Nature

Texas’ Smallest and Spookiest State Park

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Thirteen miles south of Fredericksburg down the Old San Antonio Road, nestled in the cedar covered hills, kind of in the middle of nowhere, you will find a couple of parking lots. At first glance, you’ll think, what? Then you’ll see a sign announcing the Old Tunnel State Park.

Recent improvements brought this from a Wildlife Management Area to a State Park — a Ranger on staff, a set of composting toilets, an expanded viewing deck. People will be milling around, some having a picnic in a pavilion at the edge of a cliff, others reading information on bulletin boards, and a few gazing up into the sky. Some will have been at the adjacent Alamo Springs Cafe and are full of famous hamburgers.

This is the upper viewing area, for which there is no fee.

Old Tunnel Upper Viewing Area

Photo: Robert C. Deming

The license plates in the parking lots are evidence that people come from all over the country to this tiny park. Everyone knows why they are here, but there are lots of questions. Fortunately, this state park has lots of volunteer interpreters, and answers abound.  The biggest question is answered on a white-board: what time the emergence is expected that evening.

The Old Tunnel, Fredericksburg & Northern Railroad

Old Railroad Tunnel

Photo: Robert C. Deming

The tunnel is 920 feet long, and if you look closely, you can see the light at the other end of the tunnel. What you can’t see in this photo is that there are hundreds, perhaps thousands, of bats flying inside the tunnel. The railroad operated from 1913 to 1942; the bats didn’t move in until the railroad track was removed and trains no longer traveled this route.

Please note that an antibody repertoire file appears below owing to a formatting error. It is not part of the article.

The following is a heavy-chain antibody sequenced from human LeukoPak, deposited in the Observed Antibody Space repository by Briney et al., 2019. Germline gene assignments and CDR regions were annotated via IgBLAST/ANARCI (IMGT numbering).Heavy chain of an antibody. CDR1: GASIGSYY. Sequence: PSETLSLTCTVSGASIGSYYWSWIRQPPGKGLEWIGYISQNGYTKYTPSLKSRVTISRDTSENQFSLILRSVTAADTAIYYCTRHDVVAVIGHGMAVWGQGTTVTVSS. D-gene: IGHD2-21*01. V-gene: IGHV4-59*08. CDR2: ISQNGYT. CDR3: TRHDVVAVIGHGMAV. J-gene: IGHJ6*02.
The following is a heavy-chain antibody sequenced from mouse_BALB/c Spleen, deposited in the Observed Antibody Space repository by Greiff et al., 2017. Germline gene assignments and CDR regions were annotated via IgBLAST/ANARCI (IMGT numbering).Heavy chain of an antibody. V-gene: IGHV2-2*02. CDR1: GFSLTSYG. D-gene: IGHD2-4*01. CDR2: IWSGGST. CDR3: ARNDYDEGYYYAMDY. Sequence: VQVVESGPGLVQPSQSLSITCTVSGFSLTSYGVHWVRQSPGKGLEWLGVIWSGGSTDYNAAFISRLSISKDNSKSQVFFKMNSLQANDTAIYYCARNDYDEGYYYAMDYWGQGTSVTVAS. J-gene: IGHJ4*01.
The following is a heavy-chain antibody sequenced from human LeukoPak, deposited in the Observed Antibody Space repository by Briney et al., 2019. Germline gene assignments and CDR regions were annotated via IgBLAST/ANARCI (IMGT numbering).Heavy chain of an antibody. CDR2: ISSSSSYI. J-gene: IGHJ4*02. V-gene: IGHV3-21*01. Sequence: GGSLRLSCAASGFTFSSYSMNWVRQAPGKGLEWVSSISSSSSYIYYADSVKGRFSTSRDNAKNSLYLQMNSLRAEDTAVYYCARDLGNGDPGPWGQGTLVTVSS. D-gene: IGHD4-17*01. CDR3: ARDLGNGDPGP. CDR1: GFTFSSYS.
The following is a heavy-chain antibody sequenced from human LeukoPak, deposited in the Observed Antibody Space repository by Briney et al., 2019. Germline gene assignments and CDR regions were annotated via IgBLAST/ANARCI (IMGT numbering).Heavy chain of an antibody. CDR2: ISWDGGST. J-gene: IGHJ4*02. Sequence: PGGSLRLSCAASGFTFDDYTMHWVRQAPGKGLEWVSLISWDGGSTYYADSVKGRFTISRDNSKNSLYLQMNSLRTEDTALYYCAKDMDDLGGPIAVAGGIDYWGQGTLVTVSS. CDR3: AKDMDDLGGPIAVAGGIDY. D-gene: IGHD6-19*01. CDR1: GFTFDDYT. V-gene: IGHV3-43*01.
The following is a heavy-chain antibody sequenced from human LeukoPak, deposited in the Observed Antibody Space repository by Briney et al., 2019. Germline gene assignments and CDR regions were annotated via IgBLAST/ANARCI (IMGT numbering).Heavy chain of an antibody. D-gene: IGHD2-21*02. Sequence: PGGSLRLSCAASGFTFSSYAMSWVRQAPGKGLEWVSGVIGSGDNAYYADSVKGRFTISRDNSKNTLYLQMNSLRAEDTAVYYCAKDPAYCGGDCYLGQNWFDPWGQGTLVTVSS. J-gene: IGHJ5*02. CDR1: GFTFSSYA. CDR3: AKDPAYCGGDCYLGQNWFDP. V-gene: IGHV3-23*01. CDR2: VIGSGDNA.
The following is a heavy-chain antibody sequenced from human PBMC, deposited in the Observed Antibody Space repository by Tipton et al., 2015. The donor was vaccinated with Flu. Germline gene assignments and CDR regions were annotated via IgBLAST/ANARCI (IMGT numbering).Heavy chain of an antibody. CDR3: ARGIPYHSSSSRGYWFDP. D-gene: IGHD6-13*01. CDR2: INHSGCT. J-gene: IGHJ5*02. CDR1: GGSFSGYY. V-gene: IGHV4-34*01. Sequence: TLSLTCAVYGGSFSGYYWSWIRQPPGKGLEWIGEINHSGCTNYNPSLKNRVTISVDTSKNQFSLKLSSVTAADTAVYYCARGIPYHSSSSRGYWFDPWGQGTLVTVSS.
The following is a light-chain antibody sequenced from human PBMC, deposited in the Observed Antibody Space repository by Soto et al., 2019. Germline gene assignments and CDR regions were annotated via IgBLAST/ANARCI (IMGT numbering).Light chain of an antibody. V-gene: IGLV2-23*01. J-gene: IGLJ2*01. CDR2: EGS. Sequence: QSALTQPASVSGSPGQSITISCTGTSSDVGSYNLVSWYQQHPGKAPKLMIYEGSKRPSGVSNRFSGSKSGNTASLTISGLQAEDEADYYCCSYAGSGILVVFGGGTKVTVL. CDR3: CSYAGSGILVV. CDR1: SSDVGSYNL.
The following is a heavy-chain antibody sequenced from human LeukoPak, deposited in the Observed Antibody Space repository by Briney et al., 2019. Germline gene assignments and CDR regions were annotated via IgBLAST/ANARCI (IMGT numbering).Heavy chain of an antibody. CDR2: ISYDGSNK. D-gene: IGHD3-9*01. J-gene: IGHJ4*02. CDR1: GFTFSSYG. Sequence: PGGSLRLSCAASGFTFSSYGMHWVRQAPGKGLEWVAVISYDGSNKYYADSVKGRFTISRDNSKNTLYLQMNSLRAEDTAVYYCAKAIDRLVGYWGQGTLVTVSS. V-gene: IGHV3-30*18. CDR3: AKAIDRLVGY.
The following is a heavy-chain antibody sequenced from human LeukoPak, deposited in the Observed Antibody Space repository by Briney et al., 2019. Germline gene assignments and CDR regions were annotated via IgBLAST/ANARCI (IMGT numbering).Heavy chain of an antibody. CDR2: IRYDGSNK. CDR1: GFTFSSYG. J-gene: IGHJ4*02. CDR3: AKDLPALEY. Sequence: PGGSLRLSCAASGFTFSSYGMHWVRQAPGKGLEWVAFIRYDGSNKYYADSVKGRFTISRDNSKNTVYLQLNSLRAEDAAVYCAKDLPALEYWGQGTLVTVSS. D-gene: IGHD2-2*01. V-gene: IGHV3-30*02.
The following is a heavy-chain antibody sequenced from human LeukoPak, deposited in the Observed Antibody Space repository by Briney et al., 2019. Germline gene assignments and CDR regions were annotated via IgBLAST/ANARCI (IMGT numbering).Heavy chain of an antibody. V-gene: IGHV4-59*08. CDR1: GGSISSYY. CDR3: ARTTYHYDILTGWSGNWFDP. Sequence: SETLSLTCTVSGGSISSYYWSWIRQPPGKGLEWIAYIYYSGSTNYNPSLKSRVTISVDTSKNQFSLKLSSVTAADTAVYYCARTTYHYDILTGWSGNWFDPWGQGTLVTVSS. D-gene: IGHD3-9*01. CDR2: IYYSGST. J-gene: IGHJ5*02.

Bats take to flight by the millions.

Old Tunnel Bats

Photo: Facebook/Old Tunnel State Park, Texas Parks and Wildlife

Each night from about May to October millions of bats emerge from the tunnel to fly far and wide and as high as 10,000 feet to eat bugs. Their favorites bugs are headed for agricultural areas, where they will lay eggs which produce crop-destroying worms. Because bats operate on a different calendar and time clock as we humans, it is best to check the park’s website before your visit to see what is happening that day. The Texas Hill Country is home to many, many bat colonies; you might decide to visit all of them, and this TPWD Brochure will help.

Lower bat emergence viewing area

Old Tunnel Lower Viewing Area

Photo: Robert C. Deming

The park trail is open daily from sunrise to 5 p.m. daily without charge. The lower area is closed after 5 p.m. from Monday through Wednesday evenings, but it is open after 5 p.m. Thursday through Sunday with a $5 cash donation. During emergence, this lower viewing area is as close as one can get to the tunnel entrance. There is an upper viewing area for which there is no fee charged.

The trail continues to a bridge where you can see the tunnel entrance. Don’t be tempted to climb down into the creek and go into the tunnel; you will find yourself waist deep in bat guano. The Loop Trail continues down the canyon on the old railroad bed and through the Ashe juniper and oak forest.

This bat is tiny, weighing only as much as two nickels.

Mexican Free-Tailed Bat

Photo: Ron Groves/EOL Learning and Education Group on Flickr (Public Domain)

Bats aren’t going to get caught in your hair, and while they can bite if handled, you aren’t going to have that happen on your visit. Bats are also a very important part of the ecology of the planet; among other things, they pollinate avocado trees and eat crop-destroying insects by the billions ever night, just in Texas! Come learn about these completely amazing creatures, in Texas’ smallest state park.